Intorduction into Bible Organization

God to the writers of the Bible, ”Take this down,” ”In the beginning I (God) created the heavens and the earth” (Genesis 1:1). God didn’t dictate His Word to a bunch of secretaries or stenographers, He spoke to their hearts threw His Holy Spirit. In other words He whispered His Inspiration into their ears and hearts.
As society started to evolve enough to keep historical records the Old Testament was pretty much written. The first five books were already intertwined in the Hebrew faith. The books of the prophets were studied and quoted during Hebrew worship services. The early theologians  formed task forces (councils) in order to care for and pass the manuscripts through the generations.
As for the New Testament there were plenty of committee meetings about what books were really inspired by God. By the late fourth century, the New Testament was considered finished with the twenty-seven books you have today in your own Bible.

The Old Testament is organized into four categories:  The Law, written by Moses himself (which are the basis for the Hebrew faith) include, Genesis, Exodus, Leviticus, Numbers, and Deuteronomy.
The History books, these books span from the time the Hebrews reentered Israel (after leaving Egypt) to the time they reentered Jerusalem after the exile (Joshua threw Esther).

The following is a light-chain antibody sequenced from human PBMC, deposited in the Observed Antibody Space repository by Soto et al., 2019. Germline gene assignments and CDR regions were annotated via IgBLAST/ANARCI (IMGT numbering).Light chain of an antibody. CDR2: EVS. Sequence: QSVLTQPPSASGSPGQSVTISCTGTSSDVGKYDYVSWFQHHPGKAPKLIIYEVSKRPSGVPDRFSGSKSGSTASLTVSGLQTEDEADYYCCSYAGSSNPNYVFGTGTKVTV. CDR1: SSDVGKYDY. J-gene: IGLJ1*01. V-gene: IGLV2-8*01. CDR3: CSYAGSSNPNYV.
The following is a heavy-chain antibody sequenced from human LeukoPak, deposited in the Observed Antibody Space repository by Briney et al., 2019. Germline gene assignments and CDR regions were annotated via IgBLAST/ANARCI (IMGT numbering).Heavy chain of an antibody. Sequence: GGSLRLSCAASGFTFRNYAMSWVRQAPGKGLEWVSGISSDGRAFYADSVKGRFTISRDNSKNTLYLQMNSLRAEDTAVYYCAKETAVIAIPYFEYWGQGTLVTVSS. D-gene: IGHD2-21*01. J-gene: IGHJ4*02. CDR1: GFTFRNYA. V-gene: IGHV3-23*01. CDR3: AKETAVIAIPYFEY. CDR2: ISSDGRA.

The Wisdom books or wisdom literature mostly were written by King David and his son Solomon. From Job to the Songs of Solomon, were written stories and grappling-with-life situations and sayings, in order to guide and comfort the reader with their journey walk with God.
The final set of books in the Old Testament are broken down into major and minor categories. The reasoning is this, the major Prophetic writings are longer and there is more information about the writers of these books. In the books from Isaiah to Daniel, not only do we see the faith of these prophets but we get our first glimpses into the coming of the Messiah. The final twelve books of the Old Testament is considered the minor prophets, only because they were more obscure and their writings much shorter  then the major prophets (Hosea to Malachi).

The New testament is broken down into four categories: The Gospels, History, Epistles( or letters) and Prophecy. The four Gospels were written by Jesus’ Apostles, Matthew, Mark, Luke and John. These four books tells of Jesus and His ministry, death and resurrection from each of the writers own point of view.
There is only one historical book in the New Testament, Acts. Some in the theological circles consider this as a sequel to the Gospel of Luke. Acts tells of the beginning of not only the church but the spread of the good news of Jesus.
Following the historical book of Acts are the letters or Epistles of the apostle Paul. These letters (Romans-Philemon) were instructions and observances to the various churches and  the people who were assisting Paul in his ministry. The book of Philemon was different because it was a plea to Philemon to forgive a runaway slave Onesimus who is now a brother in the Way.
The final book of the New Testament is also the only book of prophecy, Revelations. This book tells of the second coming of Jesus and the end of the world as we know it.

A book as complete and complex as the Bible could only come from God. It is God breathed on the writers and organizers of the Bible.



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